I looked back and found that my earliest blog post was ten years ago today. Readers will note that it has been used steadily less and less over the years because it falls between two stools – most of my recent blogging has been academic and hosted on the Media@LSE group weblog which I set up. Since I am no longer there I plan to phase that out. This blog is therefore primarily for more personal blog entries, but I find that for the most part things that are personal I only wish to share with my friends and acquaintances and I am therefore using Facebook more – particularly now that the latest update allows item by item privacy controls. This blog may therefore end up being my ‘public-facing’ blog again, mainly about academic-related things. Stay tuned for further announcements…
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I’ve been watching my way through The Wire, which has had lots of good press from critics and academics and I am trying hard to like it, but after seeing up to series 2 episode 3 I have to say I’m a little disappointed. It has revealed something about multi-stranded TV stories that has been at the back of my mind for a while now. They can enable more depth, but they can also be a lazy scriptwriter’s shortcut. How? Because if you have five or six storylines and a dozen characters working in each episode, each individual one can be sketchily outlined and as long as you keep getting distracted by the next strand the viewer may be kept too busy to notice.
For all The Wire’s air of worldly cynicism and its ‘tackling the big issues’ the characters are often cardboard, the situations cliched and its treatment of the issues superficial. Its framing of the war on drugs in the Baltimore projects for example suggests that it is a battle between good cops, drug peddlers who are mostly amoral or evil and a corrupt system wedded to drug money that fails to support the cops. There is in what I have seen so far little discussion of the folly of tackling the drug supply problem without in some way dealing with the demand for drugs and the environment which fosters it. Season 2 seems to be even more one-dimensional in its treatment of people smuggling/trafficking.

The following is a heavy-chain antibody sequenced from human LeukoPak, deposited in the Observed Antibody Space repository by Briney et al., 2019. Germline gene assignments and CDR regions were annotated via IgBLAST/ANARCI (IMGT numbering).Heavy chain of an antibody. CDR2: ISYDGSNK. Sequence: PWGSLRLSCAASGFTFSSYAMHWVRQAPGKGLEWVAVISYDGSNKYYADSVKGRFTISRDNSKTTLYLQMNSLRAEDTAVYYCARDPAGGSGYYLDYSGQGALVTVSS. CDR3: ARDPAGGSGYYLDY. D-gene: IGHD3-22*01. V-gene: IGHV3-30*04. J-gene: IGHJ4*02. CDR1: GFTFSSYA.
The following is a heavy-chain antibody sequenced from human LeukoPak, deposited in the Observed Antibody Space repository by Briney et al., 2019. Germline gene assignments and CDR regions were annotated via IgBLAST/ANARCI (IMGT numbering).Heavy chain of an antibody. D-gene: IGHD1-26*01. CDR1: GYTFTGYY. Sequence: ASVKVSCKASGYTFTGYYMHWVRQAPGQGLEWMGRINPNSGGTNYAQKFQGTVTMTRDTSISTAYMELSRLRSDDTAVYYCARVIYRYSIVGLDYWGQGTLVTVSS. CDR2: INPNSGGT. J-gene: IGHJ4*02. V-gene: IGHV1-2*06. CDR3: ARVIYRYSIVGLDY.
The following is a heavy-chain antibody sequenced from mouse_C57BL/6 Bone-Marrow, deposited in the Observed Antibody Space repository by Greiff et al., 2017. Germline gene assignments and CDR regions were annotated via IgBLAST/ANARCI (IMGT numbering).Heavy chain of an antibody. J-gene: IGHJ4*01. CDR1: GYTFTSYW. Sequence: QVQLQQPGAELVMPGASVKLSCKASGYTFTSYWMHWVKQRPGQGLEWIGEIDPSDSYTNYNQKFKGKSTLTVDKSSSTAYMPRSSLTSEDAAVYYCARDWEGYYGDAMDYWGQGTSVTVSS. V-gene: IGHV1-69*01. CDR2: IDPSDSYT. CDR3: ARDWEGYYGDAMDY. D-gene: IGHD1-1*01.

Then again, I find it difficult to point to any television series outside of The Sopranos and the first season or two of Lost which I have found truly satisfying lately so maybe I am just expecting too much…
Some musings of Alan Watts, an English populariser of Eastern philosophy, on the temptation to concentrate on the destinations in life – must… finish… PhD! – rather than on the journey – entertainingly accompanied by animation produced by the creators of South Park. Five other such animated musings are also available online.
OK I admit my teaching may not have been at my best today. I’ve been suffering from the flu since Friday and am still hardly at my best. There was a moment in the tube on the way to my workshop that I thought I might throw up, but it passed. I may also have been a little distracted by guilt – you see in order to come today I had to leave my (exhausted) wife at home with our (still sick) baby child.
But there wouldn’t have been time to find someone to replace me and I know you are paying more than £10,000/$20,000 to learn at the LSE (plus a great deal more for living expenses in London) so I felt I had to do my best to attend – I can’t remember a lecture or seminar ever being cancelled because of ill-health when I was being taught (though I may have forgotten a time or two).